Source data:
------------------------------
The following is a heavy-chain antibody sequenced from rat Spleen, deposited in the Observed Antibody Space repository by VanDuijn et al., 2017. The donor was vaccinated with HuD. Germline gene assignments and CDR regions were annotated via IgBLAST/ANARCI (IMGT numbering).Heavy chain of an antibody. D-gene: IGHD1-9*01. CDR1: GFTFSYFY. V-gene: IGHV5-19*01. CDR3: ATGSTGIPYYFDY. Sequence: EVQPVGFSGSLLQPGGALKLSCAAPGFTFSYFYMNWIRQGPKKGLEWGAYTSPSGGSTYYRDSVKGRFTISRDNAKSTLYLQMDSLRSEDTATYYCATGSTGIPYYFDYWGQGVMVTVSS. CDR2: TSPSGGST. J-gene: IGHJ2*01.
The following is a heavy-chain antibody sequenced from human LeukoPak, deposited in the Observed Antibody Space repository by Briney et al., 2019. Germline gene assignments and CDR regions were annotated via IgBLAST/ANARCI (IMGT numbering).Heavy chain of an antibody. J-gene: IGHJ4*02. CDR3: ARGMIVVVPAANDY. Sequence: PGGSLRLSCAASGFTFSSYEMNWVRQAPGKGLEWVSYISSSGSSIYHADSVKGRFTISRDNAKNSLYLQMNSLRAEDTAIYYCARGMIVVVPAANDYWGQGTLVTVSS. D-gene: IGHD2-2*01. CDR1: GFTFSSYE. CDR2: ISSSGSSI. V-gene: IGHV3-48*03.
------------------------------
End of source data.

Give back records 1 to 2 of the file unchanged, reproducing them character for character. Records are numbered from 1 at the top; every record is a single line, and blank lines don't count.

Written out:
The following is a heavy-chain antibody sequenced from rat Spleen, deposited in the Observed Antibody Space repository by VanDuijn et al., 2017. The donor was vaccinated with HuD. Germline gene assignments and CDR regions were annotated via IgBLAST/ANARCI (IMGT numbering).Heavy chain of an antibody. D-gene: IGHD1-9*01. CDR1: GFTFSYFY. V-gene: IGHV5-19*01. CDR3: ATGSTGIPYYFDY. Sequence: EVQPVGFSGSLLQPGGALKLSCAAPGFTFSYFYMNWIRQGPKKGLEWGAYTSPSGGSTYYRDSVKGRFTISRDNAKSTLYLQMDSLRSEDTATYYCATGSTGIPYYFDYWGQGVMVTVSS. CDR2: TSPSGGST. J-gene: IGHJ2*01.
The following is a heavy-chain antibody sequenced from human LeukoPak, deposited in the Observed Antibody Space repository by Briney et al., 2019. Germline gene assignments and CDR regions were annotated via IgBLAST/ANARCI (IMGT numbering).Heavy chain of an antibody. J-gene: IGHJ4*02. CDR3: ARGMIVVVPAANDY. Sequence: PGGSLRLSCAASGFTFSSYEMNWVRQAPGKGLEWVSYISSSGSSIYHADSVKGRFTISRDNAKNSLYLQMNSLRAEDTAIYYCARGMIVVVPAANDYWGQGTLVTVSS. D-gene: IGHD2-2*01. CDR1: GFTFSSYE. CDR2: ISSSGSSI. V-gene: IGHV3-48*03.